Star had briefed him on the latest developments as soon as he had returned from Agamemnon, including on how she believed Garla had managed to beam onboard undetected using a personal cloaking device after Eagle arrived at the Krellon border a few days earlier to retrieve her and the away team following their escape from Piqus.
Star naturally blamed herself for allowing this to happen even if Michael was fairly certain that it would have been near impossible to detect her coming onboard.
Star pointed to the fact that Garla had been surprisingly disengaged at the time, apparently already planning her scheme to follow her and Culsten onto Eagle instead of making a play for them while they were still in Krellonian territory.
The news about the status of the ship and crew were more encouraging. Almost the entire crew had been successfully resuscitated or had awoken from their coma on their own and most where still recovering in sickbay. Since Louise Hopkins had returned to duty, she had managed to restore several primary systems, including sensors, impulse engines, and the main computer. The warp drive and defensive systems were next on her list.
Back on the bridge, Michael found Jarik who quickly assured him that his father was doing well and recovering in his quarters and Michael was more than happy to take him at his word for now.
“We cannot wait for him,” Jarik said. “We need to get underway as soon as possible. We obviously do not belong in this place and the longer we stay here, the greater the chance that we cause permanent damage.”
Star considered the half-Vulcan. “I thought you didn’t prescribe to the theory that this is an alternate universe.”
“I don’t know what this is,” he said, sounding almost defensively. “But we do have a mission to fulfill and we can’t do that without establishing control of the gateway.”
Michael nodded. It didn’t matter if this truly was an alternate universe or not, although all evidence he had seen so far seemed to strongly support that claim, they needed to find a way back home, of that there was no doubt. And currently, the only way they knew how to do that was to make use of the very same device that appeared to have brought them here in the first place.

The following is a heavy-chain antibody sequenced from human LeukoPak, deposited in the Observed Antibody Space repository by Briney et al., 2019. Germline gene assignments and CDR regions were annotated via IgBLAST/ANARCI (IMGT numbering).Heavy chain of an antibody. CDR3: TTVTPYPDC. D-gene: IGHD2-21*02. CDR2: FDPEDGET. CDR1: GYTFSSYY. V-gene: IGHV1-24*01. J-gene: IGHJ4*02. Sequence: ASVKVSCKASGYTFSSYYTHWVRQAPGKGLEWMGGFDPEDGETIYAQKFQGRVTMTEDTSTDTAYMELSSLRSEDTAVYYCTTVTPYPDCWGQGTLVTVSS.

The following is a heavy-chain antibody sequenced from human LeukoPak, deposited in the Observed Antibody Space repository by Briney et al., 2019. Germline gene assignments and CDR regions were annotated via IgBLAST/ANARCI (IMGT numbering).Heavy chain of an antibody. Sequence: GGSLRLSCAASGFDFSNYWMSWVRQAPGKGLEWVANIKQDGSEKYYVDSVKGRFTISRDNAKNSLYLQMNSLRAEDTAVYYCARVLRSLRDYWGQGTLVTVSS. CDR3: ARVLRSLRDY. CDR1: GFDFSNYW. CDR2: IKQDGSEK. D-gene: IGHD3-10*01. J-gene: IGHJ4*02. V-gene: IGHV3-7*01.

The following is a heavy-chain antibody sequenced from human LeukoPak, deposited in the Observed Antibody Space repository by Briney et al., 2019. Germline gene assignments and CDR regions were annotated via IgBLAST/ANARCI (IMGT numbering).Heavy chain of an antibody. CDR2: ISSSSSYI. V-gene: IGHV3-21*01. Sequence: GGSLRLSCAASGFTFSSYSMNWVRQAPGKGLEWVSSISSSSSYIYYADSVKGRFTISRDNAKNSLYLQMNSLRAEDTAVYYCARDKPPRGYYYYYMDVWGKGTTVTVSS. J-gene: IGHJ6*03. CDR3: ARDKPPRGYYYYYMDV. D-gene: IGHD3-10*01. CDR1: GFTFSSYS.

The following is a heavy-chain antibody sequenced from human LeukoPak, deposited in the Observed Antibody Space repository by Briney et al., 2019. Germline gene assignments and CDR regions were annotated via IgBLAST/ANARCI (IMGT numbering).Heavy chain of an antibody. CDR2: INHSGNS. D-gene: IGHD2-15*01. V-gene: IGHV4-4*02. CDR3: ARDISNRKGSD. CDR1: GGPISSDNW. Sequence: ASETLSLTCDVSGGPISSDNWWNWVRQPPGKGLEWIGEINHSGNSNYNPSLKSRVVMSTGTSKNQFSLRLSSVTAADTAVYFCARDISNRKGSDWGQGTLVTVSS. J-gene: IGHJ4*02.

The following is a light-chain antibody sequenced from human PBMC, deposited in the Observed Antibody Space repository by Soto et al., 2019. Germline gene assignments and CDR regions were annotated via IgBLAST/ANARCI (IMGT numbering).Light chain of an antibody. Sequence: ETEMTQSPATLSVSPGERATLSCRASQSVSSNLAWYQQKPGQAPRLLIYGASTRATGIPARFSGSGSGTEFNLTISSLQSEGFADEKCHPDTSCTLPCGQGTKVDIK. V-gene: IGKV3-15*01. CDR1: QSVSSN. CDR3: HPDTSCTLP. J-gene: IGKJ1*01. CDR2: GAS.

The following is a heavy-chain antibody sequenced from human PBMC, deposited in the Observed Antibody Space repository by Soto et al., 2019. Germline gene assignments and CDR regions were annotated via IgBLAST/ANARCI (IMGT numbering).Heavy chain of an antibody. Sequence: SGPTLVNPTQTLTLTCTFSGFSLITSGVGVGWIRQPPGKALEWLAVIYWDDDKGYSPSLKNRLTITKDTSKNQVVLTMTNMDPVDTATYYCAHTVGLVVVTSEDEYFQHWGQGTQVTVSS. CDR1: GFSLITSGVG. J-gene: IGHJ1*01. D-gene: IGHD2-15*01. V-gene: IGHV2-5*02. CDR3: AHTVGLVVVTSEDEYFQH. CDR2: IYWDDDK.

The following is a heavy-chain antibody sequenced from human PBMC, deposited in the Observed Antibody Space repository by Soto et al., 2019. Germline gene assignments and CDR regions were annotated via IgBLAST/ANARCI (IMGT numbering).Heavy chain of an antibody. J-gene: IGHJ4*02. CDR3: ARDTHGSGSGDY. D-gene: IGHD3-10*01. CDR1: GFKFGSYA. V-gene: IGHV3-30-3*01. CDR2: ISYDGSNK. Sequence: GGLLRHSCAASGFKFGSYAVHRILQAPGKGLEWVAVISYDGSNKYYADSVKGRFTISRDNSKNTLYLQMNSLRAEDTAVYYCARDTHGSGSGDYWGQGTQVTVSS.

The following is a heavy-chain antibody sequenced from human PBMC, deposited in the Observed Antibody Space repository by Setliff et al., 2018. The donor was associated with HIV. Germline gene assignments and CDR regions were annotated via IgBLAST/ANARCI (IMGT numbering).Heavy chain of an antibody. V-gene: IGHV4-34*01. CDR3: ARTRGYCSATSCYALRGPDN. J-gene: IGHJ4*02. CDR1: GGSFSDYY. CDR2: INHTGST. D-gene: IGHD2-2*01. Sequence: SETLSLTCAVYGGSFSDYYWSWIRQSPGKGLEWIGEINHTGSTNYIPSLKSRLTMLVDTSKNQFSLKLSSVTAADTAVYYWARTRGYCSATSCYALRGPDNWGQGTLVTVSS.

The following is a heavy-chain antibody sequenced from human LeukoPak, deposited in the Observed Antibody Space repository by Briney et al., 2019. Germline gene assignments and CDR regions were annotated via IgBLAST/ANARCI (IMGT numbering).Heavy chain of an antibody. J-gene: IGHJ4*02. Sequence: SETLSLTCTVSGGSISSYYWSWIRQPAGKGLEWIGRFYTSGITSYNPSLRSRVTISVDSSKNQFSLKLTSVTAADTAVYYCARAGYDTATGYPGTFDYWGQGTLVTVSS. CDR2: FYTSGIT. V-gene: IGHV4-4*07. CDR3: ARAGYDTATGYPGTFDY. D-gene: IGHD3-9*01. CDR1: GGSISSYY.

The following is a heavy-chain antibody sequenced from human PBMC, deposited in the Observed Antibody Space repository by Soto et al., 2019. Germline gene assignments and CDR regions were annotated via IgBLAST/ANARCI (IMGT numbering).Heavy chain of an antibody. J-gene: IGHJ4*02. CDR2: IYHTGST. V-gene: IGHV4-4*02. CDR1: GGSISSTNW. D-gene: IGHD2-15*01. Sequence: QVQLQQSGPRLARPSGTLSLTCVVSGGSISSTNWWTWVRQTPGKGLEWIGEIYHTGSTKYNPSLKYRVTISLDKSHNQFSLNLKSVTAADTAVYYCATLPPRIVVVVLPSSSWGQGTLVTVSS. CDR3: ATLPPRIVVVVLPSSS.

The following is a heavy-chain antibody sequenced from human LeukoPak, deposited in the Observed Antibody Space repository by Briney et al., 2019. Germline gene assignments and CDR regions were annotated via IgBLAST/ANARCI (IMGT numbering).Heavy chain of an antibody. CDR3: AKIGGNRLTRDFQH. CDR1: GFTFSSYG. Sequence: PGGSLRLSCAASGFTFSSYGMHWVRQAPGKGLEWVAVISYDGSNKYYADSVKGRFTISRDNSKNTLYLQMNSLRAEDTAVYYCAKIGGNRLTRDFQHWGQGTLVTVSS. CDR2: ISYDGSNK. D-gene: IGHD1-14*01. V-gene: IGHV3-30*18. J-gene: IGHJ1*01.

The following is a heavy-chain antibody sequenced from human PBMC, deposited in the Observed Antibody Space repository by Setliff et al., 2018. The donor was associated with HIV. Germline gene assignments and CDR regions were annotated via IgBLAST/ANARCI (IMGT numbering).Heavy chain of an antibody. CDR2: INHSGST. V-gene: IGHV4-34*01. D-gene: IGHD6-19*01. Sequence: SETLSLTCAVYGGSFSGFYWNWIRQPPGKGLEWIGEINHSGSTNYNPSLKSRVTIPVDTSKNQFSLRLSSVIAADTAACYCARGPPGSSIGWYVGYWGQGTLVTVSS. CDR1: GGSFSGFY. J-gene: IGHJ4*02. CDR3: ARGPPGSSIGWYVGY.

He glanced towards Lif Culsten who sat at the helm. “Lieutenant, according to Mister Bensu, we should find the threshold to in-between space at the same coordinates we first encountered it. How close are we to those?”
The Krellonian quickly checked his board. “We’re practically already there. Less than two million kilometers.”
Michael glanced towards Leva next who had only just returned to duty and was already manning his usual post at tactical. “Commander, we’ll need shields to cross the threshold. Are they available yet.”
He dipped his head slowly. “We should have enough to get us through based on previous sensor data. However, I would strongly suggest avoiding going into battle until they are back to full power.”
“I’ll keep that in mind,” Michael said. “Raise shields and configure them to the same frequency we used last time we approached the threshold. Then share that information with the other two ships.”
Leva acknowledged and went to work.
Michael took his chair at the center of the bridge and Star and Jarik sat down in the seats flanking him.
“Last time we did this we had a very unpleasant journey,” said Star. “I’d rather avoid doing that again if we can.”
“Couldn’t agree more,” he said and found Xylion at his science station. “Commander, any thoughts?”
“We do not have sufficient information on the structure to establish its working parameters at this juncture. For example, we do not know if the vortex we encountered was an automated event or if it was triggered by our presence. However, it did not appear to form until we approached the structure. I would, therefore, suggest we maintain our distance to the structure until we can learn more about how it operates.”
Michael exchanged a quick look with his first officer. “Sounds like a sensible approach.”
“Sir,” Leva said. “Both Agamemnon and … uh … the other Eagle are confirming that they have raised shields and configured them to the required frequency.” He shook his head. “I’m not going to get used to this.”
Star smirked. “Let’s hope we won’t be here long enough that we have to.”
“Yes, I think one version of us is plenty,” Michael said.
“I don’t know, I wouldn’t have minded meeting my doppelganger and finding out what he’s been up to in this reality. Who knows, he may be a starship captain here,” said Culsten as he swiveled his chair around.
“Sorry to disappoint you,” said Michael. “But Edison had never even heard of you before.”
“That’s a shame,” he said but then a grin began to spread over his face. “Doesn’t stop me to imagine that, wherever he may be, he’s a really important man.”
Deen shook her head. “You mean like you are here?”
The Krellonian shot the woman at his side a scowl. “Tell me you’re not curious to meet this universe’s version of yourself,” he said and then glanced back towards the command area. “Imagine two DeMara Deens.”
“I rather not,” she said without making eye contact.
Michael found himself agreeing with her. “I think it would be for the best if we did everything we can to avoid any of our alternate versions while we are here.”
“That shouldn’t be all that difficult for you,” said Jarik.